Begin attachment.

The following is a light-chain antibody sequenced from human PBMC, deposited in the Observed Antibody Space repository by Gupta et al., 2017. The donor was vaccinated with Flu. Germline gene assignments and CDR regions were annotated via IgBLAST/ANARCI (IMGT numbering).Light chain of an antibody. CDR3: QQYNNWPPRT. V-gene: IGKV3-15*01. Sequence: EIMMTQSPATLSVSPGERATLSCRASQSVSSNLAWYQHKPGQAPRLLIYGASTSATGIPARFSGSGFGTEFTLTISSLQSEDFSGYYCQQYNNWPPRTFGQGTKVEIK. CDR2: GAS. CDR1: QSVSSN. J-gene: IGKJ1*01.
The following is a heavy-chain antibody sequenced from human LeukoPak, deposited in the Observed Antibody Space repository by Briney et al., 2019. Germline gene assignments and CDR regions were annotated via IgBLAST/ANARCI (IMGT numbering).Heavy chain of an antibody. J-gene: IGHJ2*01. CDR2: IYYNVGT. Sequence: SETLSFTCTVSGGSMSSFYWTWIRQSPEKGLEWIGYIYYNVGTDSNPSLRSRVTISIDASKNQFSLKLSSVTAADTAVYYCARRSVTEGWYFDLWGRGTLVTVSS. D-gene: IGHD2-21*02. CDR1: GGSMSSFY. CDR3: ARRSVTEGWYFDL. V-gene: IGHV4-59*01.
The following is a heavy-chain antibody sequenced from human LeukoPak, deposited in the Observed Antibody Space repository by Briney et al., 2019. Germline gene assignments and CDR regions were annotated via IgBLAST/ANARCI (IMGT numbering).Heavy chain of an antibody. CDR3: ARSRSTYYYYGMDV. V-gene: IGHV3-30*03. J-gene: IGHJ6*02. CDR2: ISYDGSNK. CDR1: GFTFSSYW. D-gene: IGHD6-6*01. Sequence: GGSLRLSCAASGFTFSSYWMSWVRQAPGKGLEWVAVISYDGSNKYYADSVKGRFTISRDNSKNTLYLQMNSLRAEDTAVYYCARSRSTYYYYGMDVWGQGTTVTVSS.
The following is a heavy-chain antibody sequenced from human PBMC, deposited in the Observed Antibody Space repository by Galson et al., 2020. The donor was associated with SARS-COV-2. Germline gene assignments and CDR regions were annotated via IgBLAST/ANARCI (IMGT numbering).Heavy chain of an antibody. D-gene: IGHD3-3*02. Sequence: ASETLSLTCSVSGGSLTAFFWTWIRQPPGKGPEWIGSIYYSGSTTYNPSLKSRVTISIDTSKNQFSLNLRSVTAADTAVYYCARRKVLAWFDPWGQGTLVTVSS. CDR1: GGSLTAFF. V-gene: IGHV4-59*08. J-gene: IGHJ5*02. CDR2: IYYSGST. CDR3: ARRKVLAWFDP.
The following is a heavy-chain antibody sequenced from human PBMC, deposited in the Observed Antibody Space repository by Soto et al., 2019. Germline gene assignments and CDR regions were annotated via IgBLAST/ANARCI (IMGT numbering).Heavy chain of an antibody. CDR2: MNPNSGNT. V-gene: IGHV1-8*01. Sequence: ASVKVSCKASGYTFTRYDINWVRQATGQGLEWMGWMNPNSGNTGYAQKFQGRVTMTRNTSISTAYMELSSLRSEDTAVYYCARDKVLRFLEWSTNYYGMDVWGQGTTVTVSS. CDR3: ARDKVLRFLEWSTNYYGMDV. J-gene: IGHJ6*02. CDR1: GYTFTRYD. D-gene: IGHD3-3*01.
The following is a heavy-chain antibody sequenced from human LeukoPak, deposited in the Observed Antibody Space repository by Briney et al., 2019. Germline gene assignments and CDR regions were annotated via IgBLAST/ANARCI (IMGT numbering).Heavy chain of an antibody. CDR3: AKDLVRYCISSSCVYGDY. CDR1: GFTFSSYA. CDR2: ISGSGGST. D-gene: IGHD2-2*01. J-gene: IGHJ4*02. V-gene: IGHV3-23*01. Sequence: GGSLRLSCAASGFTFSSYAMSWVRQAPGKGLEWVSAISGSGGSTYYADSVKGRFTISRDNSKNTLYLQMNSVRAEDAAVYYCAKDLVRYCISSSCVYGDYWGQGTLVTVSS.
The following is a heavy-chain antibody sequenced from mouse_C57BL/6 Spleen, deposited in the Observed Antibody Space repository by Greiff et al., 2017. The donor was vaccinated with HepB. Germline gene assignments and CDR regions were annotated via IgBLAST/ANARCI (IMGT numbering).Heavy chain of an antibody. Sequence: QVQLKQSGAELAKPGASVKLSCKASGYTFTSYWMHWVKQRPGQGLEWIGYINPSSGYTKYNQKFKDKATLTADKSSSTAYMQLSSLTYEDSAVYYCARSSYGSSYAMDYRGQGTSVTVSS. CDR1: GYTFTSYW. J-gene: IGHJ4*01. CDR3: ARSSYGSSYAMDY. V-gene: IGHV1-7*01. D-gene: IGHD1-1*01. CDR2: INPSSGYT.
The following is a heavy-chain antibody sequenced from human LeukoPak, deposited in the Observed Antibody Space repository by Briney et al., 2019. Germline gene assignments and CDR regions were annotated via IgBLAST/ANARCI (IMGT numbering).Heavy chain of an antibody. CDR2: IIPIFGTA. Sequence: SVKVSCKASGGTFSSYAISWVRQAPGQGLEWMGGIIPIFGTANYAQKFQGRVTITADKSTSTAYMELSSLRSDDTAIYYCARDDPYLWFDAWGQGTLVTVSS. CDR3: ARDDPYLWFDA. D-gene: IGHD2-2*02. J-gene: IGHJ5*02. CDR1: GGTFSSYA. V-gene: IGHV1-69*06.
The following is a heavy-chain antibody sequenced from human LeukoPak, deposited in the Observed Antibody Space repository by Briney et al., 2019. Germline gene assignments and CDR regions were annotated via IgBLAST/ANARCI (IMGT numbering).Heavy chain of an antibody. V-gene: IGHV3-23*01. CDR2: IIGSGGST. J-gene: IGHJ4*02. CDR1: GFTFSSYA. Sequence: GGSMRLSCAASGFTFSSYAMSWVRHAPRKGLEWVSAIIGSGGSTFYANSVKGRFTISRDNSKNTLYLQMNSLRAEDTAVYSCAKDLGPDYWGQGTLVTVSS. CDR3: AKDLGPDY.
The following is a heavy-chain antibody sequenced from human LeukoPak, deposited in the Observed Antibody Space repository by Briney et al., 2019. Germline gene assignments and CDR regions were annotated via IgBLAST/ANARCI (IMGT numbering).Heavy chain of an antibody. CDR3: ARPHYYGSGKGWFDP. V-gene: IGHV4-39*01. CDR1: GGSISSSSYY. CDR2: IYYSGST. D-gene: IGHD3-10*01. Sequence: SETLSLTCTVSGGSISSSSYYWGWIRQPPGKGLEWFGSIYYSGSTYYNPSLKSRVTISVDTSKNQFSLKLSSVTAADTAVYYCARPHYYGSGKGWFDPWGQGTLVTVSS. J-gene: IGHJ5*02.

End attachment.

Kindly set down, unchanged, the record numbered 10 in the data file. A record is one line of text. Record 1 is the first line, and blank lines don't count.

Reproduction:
The following is a heavy-chain antibody sequenced from human LeukoPak, deposited in the Observed Antibody Space repository by Briney et al., 2019. Germline gene assignments and CDR regions were annotated via IgBLAST/ANARCI (IMGT numbering).Heavy chain of an antibody. CDR3: ARPHYYGSGKGWFDP. V-gene: IGHV4-39*01. CDR1: GGSISSSSYY. CDR2: IYYSGST. D-gene: IGHD3-10*01. Sequence: SETLSLTCTVSGGSISSSSYYWGWIRQPPGKGLEWFGSIYYSGSTYYNPSLKSRVTISVDTSKNQFSLKLSSVTAADTAVYYCARPHYYGSGKGWFDPWGQGTLVTVSS. J-gene: IGHJ5*02.